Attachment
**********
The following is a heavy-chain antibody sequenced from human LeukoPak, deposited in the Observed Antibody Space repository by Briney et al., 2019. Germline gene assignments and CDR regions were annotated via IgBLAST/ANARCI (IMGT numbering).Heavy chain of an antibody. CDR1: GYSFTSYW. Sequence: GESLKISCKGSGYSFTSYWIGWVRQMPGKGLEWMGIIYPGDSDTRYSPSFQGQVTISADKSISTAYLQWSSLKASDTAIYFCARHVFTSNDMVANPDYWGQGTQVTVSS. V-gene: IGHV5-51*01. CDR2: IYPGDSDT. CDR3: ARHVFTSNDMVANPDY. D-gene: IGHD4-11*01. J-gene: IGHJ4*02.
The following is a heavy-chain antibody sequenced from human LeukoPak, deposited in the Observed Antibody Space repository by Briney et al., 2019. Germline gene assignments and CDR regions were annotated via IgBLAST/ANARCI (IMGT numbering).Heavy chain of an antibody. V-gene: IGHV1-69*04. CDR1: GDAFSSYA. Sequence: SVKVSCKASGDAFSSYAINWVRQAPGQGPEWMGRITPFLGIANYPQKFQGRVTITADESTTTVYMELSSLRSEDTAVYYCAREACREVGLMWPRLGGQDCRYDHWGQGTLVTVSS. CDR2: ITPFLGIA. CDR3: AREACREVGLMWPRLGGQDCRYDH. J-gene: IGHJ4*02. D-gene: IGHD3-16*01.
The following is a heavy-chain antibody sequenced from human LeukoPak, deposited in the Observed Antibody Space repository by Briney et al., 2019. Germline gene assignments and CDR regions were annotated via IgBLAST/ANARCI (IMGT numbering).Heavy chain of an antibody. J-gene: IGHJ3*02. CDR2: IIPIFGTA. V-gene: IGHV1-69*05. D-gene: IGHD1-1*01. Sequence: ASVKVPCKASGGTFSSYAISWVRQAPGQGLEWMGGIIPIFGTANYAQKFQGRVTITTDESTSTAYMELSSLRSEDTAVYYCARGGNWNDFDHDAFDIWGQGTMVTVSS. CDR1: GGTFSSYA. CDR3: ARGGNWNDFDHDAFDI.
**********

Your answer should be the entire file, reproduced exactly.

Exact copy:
The following is a heavy-chain antibody sequenced from human LeukoPak, deposited in the Observed Antibody Space repository by Briney et al., 2019. Germline gene assignments and CDR regions were annotated via IgBLAST/ANARCI (IMGT numbering).Heavy chain of an antibody. CDR1: GYSFTSYW. Sequence: GESLKISCKGSGYSFTSYWIGWVRQMPGKGLEWMGIIYPGDSDTRYSPSFQGQVTISADKSISTAYLQWSSLKASDTAIYFCARHVFTSNDMVANPDYWGQGTQVTVSS. V-gene: IGHV5-51*01. CDR2: IYPGDSDT. CDR3: ARHVFTSNDMVANPDY. D-gene: IGHD4-11*01. J-gene: IGHJ4*02.
The following is a heavy-chain antibody sequenced from human LeukoPak, deposited in the Observed Antibody Space repository by Briney et al., 2019. Germline gene assignments and CDR regions were annotated via IgBLAST/ANARCI (IMGT numbering).Heavy chain of an antibody. V-gene: IGHV1-69*04. CDR1: GDAFSSYA. Sequence: SVKVSCKASGDAFSSYAINWVRQAPGQGPEWMGRITPFLGIANYPQKFQGRVTITADESTTTVYMELSSLRSEDTAVYYCAREACREVGLMWPRLGGQDCRYDHWGQGTLVTVSS. CDR2: ITPFLGIA. CDR3: AREACREVGLMWPRLGGQDCRYDH. J-gene: IGHJ4*02. D-gene: IGHD3-16*01.
The following is a heavy-chain antibody sequenced from human LeukoPak, deposited in the Observed Antibody Space repository by Briney et al., 2019. Germline gene assignments and CDR regions were annotated via IgBLAST/ANARCI (IMGT numbering).Heavy chain of an antibody. J-gene: IGHJ3*02. CDR2: IIPIFGTA. V-gene: IGHV1-69*05. D-gene: IGHD1-1*01. Sequence: ASVKVPCKASGGTFSSYAISWVRQAPGQGLEWMGGIIPIFGTANYAQKFQGRVTITTDESTSTAYMELSSLRSEDTAVYYCARGGNWNDFDHDAFDIWGQGTMVTVSS. CDR1: GGTFSSYA. CDR3: ARGGNWNDFDHDAFDI.